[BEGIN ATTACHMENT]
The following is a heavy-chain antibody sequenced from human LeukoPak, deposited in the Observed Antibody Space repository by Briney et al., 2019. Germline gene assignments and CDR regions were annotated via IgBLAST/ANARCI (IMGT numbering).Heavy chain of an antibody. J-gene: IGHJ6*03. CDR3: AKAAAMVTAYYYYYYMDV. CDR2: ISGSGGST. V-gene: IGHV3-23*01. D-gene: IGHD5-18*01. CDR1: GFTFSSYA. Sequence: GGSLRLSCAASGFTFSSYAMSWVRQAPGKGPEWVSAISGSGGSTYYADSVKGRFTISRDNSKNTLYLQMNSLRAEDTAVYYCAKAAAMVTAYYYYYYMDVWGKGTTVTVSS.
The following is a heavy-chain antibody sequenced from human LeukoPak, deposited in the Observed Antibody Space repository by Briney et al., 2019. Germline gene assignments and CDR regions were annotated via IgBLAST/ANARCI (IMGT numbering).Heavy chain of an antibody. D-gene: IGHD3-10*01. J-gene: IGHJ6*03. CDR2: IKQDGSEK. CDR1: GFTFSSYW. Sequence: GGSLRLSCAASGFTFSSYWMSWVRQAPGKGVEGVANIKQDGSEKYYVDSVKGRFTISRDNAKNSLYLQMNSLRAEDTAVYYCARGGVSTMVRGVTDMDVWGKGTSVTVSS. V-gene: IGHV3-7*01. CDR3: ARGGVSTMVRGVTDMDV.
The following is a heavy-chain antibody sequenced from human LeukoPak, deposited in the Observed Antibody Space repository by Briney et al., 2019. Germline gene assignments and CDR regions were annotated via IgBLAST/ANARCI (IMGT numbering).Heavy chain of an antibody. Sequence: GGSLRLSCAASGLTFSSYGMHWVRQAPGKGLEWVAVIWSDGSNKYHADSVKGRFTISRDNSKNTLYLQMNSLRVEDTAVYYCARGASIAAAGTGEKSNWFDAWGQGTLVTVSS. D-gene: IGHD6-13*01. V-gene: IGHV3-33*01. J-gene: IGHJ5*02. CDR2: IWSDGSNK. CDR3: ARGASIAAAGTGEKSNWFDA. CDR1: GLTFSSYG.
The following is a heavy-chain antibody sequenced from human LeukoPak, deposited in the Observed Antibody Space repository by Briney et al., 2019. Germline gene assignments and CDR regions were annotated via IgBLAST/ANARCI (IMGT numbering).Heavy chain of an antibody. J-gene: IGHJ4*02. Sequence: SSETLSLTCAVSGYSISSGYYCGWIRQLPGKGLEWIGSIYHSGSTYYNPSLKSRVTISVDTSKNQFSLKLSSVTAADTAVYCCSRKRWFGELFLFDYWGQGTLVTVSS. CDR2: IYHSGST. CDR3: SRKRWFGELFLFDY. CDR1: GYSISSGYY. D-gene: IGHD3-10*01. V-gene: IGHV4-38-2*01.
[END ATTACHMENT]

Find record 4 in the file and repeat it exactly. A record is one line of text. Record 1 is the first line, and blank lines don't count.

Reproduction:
The following is a heavy-chain antibody sequenced from human LeukoPak, deposited in the Observed Antibody Space repository by Briney et al., 2019. Germline gene assignments and CDR regions were annotated via IgBLAST/ANARCI (IMGT numbering).Heavy chain of an antibody. J-gene: IGHJ4*02. Sequence: SSETLSLTCAVSGYSISSGYYCGWIRQLPGKGLEWIGSIYHSGSTYYNPSLKSRVTISVDTSKNQFSLKLSSVTAADTAVYCCSRKRWFGELFLFDYWGQGTLVTVSS. CDR2: IYHSGST. CDR3: SRKRWFGELFLFDY. CDR1: GYSISSGYY. D-gene: IGHD3-10*01. V-gene: IGHV4-38-2*01.